Seven characteristics of a successful entrepreneur

19 August 2016

By Deniz Ucbasaran

Entrepreneurs come in all shapes and sizes: some are driven by wealth creation, others by the desire to make a difference; some create new businesses from scratch, while others are entrepreneurial within large organisations. What then is common across these entrepreneurs? Here I reveal the seven characterstistics research has found:


1 Look before you take the plunge

Many successful entrepreneurs consider a range of opportunities before they select one. First, they look for fit by asking “is this an opportunity for me?”

That is, does the opportunity allow you to build on your strengths and interests? If not, it is difficult to add value and stay motivated.

Second, they ensure they are moving into a market which is growing or where trends suggest it will grow. It sounds obvious, but one of the biggest mistakes made is to move into a static or declining market.


2 Focus on what you can afford to lose

How do you decide if an entrepreneurial opportunity is worth investing your time and money in? While some make endless financial projections about what financial gain they might receive, these projections can be very unreliable when entering new or volatile markets.

Instead of focusing on the upside potential of an opportunity, highly experienced entrepreneurs focus on the downside. Think through what is the worst thing that can happen? It makes it easier to decide if it is worth taking the plunge.

If you do decide to take the plunge and it doesn’t work out, having set a limit on your loss can make moving on easier, both financially and emotionally.

3 Think lean

We hear of the rags-to-riches stories, but there are good reasons why successful entrepreneurs start lean. First, starting on a shoestring budget provides focus and discipline; you will only spend money on things that will add value.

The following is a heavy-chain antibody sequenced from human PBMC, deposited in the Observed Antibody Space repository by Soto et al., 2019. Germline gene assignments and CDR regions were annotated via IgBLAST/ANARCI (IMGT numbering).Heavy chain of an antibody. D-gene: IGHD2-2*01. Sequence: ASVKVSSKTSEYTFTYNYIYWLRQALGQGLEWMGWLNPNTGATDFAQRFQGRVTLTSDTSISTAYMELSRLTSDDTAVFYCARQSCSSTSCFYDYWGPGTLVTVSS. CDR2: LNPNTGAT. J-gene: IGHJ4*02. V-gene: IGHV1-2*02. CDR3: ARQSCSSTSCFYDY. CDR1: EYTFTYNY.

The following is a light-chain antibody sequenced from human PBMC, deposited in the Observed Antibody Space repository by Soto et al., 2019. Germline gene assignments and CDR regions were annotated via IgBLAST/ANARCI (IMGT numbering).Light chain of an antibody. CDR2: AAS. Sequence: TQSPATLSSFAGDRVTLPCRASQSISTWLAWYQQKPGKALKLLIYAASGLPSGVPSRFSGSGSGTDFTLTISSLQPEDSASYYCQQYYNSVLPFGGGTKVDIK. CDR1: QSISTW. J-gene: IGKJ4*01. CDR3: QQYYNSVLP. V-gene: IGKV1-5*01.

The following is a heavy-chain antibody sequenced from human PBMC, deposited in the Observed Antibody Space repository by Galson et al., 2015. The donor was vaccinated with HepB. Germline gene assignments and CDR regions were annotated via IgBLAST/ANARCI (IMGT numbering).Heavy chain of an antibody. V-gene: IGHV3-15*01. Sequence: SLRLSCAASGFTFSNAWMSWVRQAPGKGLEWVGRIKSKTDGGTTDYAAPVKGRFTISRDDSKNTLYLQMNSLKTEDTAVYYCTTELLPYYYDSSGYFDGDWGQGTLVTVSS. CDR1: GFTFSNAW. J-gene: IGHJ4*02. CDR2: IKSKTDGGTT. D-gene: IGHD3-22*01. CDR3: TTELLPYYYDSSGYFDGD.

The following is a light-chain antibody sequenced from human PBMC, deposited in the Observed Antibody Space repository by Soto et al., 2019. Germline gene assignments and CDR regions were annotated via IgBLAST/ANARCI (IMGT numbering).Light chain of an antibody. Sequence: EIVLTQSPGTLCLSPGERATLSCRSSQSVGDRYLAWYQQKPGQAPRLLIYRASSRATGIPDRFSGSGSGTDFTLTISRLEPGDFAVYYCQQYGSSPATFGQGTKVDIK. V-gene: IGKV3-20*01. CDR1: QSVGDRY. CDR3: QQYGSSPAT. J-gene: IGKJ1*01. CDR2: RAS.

Second, all entrepreneurs make certain assumptions at the onset, but not all entrepreneurs question and re-evaluate those assumptions as the business develops. A lean operation forces you to do that.

Also, when seeking external investment you need to prove you have a viable product or service before investors will look at you. If you have done this on a shoestring, it gives investors confidence.

Third, you are more likely to attract people who are committed to your cause when you start lean. Finally, it makes it easier to walk away – the best entrepreneurs know when to pull the plug and move on.


4 Select business partners carefully

One common mistake made when selecting a partner is to select someone who is like you and who you naturally like. Successful entrepreneurs look for partners who will complement them.

A second mistake is not doing enough due diligence; you need a courtship period where you really get to know each other.

While you want different skills, knowledge and perspective in your entrepreneurial team, you want alignment in terms of core values and what you want to get out of the business.

The last thing you want is a partnership where one of you wants a rapidly growing business, while the other wants a lifestyle business.


5 Do your homework when looking for an investor

We hear about investors doing due diligence, but why not the other way round? Investors vary considerably in terms of how they evaluate business proposals that come their way as well as how they work with businesses they invest in.

For example, some are much more hands on than others. Ask yourself, what you want from an investor? Is it just the money or is it more?

If you want more, are you ready for this kind of relationship? Walk into an investment relationship with your eyes wide open.

6 Think about your support network

Even highly experienced entrepreneurs have mentors or individuals who support them on their journey. Who will you turn to when things aren’t going as planned?

A key issue in searching for and selecting mentors is to ensure you have a good match. This will involve you thinking carefully about what you need or will need in the next few years.


7 Value your intuition

Although making decisions on the basis of your gut feeling isn’t considered scientific, research shows that intuition is often based on your prior experience.

Having said that, the latest thinking suggests that intuition does not have to come at the expense of more rational analysis. Intuition can be a valuable gatekeeper, acting as a signal for you to steer clear or explore further.

Deniz Ucbasaran is Professor of Entrepreneurship. 

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